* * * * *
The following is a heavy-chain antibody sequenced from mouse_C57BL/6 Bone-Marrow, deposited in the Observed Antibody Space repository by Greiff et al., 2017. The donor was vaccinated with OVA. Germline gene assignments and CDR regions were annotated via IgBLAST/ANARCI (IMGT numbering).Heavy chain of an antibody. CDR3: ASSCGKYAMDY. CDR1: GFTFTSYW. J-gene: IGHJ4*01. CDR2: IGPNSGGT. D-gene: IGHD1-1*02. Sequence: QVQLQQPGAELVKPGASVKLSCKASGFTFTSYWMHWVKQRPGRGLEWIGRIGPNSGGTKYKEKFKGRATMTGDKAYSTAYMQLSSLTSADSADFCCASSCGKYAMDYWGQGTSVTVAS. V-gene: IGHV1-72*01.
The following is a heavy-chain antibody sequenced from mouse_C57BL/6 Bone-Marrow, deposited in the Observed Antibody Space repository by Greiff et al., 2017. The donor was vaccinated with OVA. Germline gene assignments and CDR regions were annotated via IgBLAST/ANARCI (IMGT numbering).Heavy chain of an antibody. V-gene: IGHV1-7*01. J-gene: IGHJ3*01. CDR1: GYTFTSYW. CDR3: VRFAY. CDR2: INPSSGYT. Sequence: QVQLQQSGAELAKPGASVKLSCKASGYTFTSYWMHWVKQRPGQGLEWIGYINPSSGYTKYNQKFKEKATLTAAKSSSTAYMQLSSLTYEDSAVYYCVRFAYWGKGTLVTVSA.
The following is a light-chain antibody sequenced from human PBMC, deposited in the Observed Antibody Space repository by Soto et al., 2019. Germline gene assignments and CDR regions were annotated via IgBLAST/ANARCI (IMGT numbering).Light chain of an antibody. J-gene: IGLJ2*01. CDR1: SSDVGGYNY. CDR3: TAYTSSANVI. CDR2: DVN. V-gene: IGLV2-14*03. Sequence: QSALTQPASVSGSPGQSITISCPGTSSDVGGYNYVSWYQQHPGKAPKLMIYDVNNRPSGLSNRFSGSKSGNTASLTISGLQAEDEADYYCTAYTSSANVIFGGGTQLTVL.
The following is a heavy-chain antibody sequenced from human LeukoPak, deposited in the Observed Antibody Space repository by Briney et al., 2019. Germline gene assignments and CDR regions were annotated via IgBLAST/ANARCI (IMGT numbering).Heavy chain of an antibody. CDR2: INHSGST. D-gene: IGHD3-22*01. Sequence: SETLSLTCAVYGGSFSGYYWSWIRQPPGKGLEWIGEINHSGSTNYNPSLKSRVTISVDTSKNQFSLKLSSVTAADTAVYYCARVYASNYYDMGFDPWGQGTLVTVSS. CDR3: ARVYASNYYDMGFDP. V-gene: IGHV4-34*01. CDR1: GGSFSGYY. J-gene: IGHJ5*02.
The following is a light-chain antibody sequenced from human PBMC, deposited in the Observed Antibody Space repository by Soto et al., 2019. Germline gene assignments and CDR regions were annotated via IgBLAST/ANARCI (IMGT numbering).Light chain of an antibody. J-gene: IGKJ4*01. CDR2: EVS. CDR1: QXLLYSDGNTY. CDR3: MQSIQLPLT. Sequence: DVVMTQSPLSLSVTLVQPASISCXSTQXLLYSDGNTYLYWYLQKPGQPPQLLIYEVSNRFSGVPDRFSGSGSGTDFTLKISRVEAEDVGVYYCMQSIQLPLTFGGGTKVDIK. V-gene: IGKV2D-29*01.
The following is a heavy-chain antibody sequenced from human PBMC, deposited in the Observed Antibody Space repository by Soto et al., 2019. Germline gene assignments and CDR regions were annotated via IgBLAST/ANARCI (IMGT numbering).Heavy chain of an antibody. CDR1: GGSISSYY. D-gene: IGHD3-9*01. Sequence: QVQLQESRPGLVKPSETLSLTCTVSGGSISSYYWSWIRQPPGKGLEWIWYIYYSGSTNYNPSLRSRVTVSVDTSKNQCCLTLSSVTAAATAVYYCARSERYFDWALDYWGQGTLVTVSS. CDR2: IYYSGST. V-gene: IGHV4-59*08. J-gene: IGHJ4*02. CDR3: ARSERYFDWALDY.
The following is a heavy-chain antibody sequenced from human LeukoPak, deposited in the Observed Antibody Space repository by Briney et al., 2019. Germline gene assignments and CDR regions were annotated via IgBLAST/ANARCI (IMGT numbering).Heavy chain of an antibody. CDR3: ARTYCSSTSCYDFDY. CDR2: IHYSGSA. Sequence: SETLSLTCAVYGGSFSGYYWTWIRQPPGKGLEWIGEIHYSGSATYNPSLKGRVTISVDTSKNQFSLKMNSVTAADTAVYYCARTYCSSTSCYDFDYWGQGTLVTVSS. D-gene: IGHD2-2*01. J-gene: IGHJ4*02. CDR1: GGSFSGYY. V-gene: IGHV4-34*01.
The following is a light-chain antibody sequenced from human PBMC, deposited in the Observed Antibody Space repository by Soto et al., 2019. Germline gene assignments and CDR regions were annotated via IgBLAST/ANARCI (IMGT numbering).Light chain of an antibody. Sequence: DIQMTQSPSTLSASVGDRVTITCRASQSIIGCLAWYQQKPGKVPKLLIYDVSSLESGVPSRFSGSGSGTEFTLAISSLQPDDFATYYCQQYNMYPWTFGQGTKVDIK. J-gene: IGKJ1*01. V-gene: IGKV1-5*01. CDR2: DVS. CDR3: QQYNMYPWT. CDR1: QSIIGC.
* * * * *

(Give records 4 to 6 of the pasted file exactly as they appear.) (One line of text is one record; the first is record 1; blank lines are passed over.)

The following is a heavy-chain antibody sequenced from human LeukoPak, deposited in the Observed Antibody Space repository by Briney et al., 2019. Germline gene assignments and CDR regions were annotated via IgBLAST/ANARCI (IMGT numbering).Heavy chain of an antibody. CDR2: INHSGST. D-gene: IGHD3-22*01. Sequence: SETLSLTCAVYGGSFSGYYWSWIRQPPGKGLEWIGEINHSGSTNYNPSLKSRVTISVDTSKNQFSLKLSSVTAADTAVYYCARVYASNYYDMGFDPWGQGTLVTVSS. CDR3: ARVYASNYYDMGFDP. V-gene: IGHV4-34*01. CDR1: GGSFSGYY. J-gene: IGHJ5*02.
The following is a light-chain antibody sequenced from human PBMC, deposited in the Observed Antibody Space repository by Soto et al., 2019. Germline gene assignments and CDR regions were annotated via IgBLAST/ANARCI (IMGT numbering).Light chain of an antibody. J-gene: IGKJ4*01. CDR2: EVS. CDR1: QXLLYSDGNTY. CDR3: MQSIQLPLT. Sequence: DVVMTQSPLSLSVTLVQPASISCXSTQXLLYSDGNTYLYWYLQKPGQPPQLLIYEVSNRFSGVPDRFSGSGSGTDFTLKISRVEAEDVGVYYCMQSIQLPLTFGGGTKVDIK. V-gene: IGKV2D-29*01.
The following is a heavy-chain antibody sequenced from human PBMC, deposited in the Observed Antibody Space repository by Soto et al., 2019. Germline gene assignments and CDR regions were annotated via IgBLAST/ANARCI (IMGT numbering).Heavy chain of an antibody. CDR1: GGSISSYY. D-gene: IGHD3-9*01. Sequence: QVQLQESRPGLVKPSETLSLTCTVSGGSISSYYWSWIRQPPGKGLEWIWYIYYSGSTNYNPSLRSRVTVSVDTSKNQCCLTLSSVTAAATAVYYCARSERYFDWALDYWGQGTLVTVSS. CDR2: IYYSGST. V-gene: IGHV4-59*08. J-gene: IGHJ4*02. CDR3: ARSERYFDWALDY.